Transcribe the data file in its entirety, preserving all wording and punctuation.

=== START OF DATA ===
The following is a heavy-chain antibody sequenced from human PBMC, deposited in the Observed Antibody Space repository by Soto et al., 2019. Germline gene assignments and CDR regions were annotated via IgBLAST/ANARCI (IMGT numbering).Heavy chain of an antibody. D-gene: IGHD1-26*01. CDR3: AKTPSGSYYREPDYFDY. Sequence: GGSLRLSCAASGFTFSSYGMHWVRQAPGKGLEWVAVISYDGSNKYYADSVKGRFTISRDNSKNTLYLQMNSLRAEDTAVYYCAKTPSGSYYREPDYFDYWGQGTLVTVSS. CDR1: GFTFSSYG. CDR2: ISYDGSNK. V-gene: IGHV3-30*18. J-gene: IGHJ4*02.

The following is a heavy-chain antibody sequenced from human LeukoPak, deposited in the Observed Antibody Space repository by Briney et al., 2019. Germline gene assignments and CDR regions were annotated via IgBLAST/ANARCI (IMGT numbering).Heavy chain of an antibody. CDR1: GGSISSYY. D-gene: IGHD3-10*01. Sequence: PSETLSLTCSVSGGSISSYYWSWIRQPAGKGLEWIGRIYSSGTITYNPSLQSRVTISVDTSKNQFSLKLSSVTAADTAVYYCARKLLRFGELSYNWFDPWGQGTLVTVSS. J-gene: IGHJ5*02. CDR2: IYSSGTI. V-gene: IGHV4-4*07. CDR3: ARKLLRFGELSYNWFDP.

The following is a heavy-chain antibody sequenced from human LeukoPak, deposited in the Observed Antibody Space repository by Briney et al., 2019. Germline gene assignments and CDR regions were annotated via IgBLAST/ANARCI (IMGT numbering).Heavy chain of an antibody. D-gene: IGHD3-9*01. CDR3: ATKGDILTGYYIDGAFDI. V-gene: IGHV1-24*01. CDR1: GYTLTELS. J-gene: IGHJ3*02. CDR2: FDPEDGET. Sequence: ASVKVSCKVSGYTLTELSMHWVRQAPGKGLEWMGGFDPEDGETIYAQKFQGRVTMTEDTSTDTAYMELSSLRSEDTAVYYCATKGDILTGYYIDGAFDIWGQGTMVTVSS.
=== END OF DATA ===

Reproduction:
The following is a heavy-chain antibody sequenced from human PBMC, deposited in the Observed Antibody Space repository by Soto et al., 2019. Germline gene assignments and CDR regions were annotated via IgBLAST/ANARCI (IMGT numbering).Heavy chain of an antibody. D-gene: IGHD1-26*01. CDR3: AKTPSGSYYREPDYFDY. Sequence: GGSLRLSCAASGFTFSSYGMHWVRQAPGKGLEWVAVISYDGSNKYYADSVKGRFTISRDNSKNTLYLQMNSLRAEDTAVYYCAKTPSGSYYREPDYFDYWGQGTLVTVSS. CDR1: GFTFSSYG. CDR2: ISYDGSNK. V-gene: IGHV3-30*18. J-gene: IGHJ4*02.

The following is a heavy-chain antibody sequenced from human LeukoPak, deposited in the Observed Antibody Space repository by Briney et al., 2019. Germline gene assignments and CDR regions were annotated via IgBLAST/ANARCI (IMGT numbering).Heavy chain of an antibody. CDR1: GGSISSYY. D-gene: IGHD3-10*01. Sequence: PSETLSLTCSVSGGSISSYYWSWIRQPAGKGLEWIGRIYSSGTITYNPSLQSRVTISVDTSKNQFSLKLSSVTAADTAVYYCARKLLRFGELSYNWFDPWGQGTLVTVSS. J-gene: IGHJ5*02. CDR2: IYSSGTI. V-gene: IGHV4-4*07. CDR3: ARKLLRFGELSYNWFDP.

The following is a heavy-chain antibody sequenced from human LeukoPak, deposited in the Observed Antibody Space repository by Briney et al., 2019. Germline gene assignments and CDR regions were annotated via IgBLAST/ANARCI (IMGT numbering).Heavy chain of an antibody. D-gene: IGHD3-9*01. CDR3: ATKGDILTGYYIDGAFDI. V-gene: IGHV1-24*01. CDR1: GYTLTELS. J-gene: IGHJ3*02. CDR2: FDPEDGET. Sequence: ASVKVSCKVSGYTLTELSMHWVRQAPGKGLEWMGGFDPEDGETIYAQKFQGRVTMTEDTSTDTAYMELSSLRSEDTAVYYCATKGDILTGYYIDGAFDIWGQGTMVTVSS.